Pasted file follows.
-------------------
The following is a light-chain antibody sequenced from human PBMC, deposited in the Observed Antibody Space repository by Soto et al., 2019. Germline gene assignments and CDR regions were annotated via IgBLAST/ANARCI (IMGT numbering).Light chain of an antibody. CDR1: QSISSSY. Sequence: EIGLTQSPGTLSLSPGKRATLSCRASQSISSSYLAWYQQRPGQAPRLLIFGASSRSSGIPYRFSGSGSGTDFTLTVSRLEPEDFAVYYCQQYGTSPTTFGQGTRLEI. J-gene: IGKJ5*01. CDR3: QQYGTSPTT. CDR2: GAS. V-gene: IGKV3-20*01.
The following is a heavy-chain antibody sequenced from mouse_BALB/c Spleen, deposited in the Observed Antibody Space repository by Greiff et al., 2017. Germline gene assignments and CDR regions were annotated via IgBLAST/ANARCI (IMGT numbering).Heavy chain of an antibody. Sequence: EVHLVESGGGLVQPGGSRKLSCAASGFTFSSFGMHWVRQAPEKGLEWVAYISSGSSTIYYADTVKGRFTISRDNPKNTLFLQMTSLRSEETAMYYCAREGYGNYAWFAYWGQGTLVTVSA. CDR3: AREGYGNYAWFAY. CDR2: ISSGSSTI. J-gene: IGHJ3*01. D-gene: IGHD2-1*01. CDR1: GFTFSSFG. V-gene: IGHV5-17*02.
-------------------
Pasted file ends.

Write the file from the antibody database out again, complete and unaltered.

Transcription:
The following is a light-chain antibody sequenced from human PBMC, deposited in the Observed Antibody Space repository by Soto et al., 2019. Germline gene assignments and CDR regions were annotated via IgBLAST/ANARCI (IMGT numbering).Light chain of an antibody. CDR1: QSISSSY. Sequence: EIGLTQSPGTLSLSPGKRATLSCRASQSISSSYLAWYQQRPGQAPRLLIFGASSRSSGIPYRFSGSGSGTDFTLTVSRLEPEDFAVYYCQQYGTSPTTFGQGTRLEI. J-gene: IGKJ5*01. CDR3: QQYGTSPTT. CDR2: GAS. V-gene: IGKV3-20*01.
The following is a heavy-chain antibody sequenced from mouse_BALB/c Spleen, deposited in the Observed Antibody Space repository by Greiff et al., 2017. Germline gene assignments and CDR regions were annotated via IgBLAST/ANARCI (IMGT numbering).Heavy chain of an antibody. Sequence: EVHLVESGGGLVQPGGSRKLSCAASGFTFSSFGMHWVRQAPEKGLEWVAYISSGSSTIYYADTVKGRFTISRDNPKNTLFLQMTSLRSEETAMYYCAREGYGNYAWFAYWGQGTLVTVSA. CDR3: AREGYGNYAWFAY. CDR2: ISSGSSTI. J-gene: IGHJ3*01. D-gene: IGHD2-1*01. CDR1: GFTFSSFG. V-gene: IGHV5-17*02.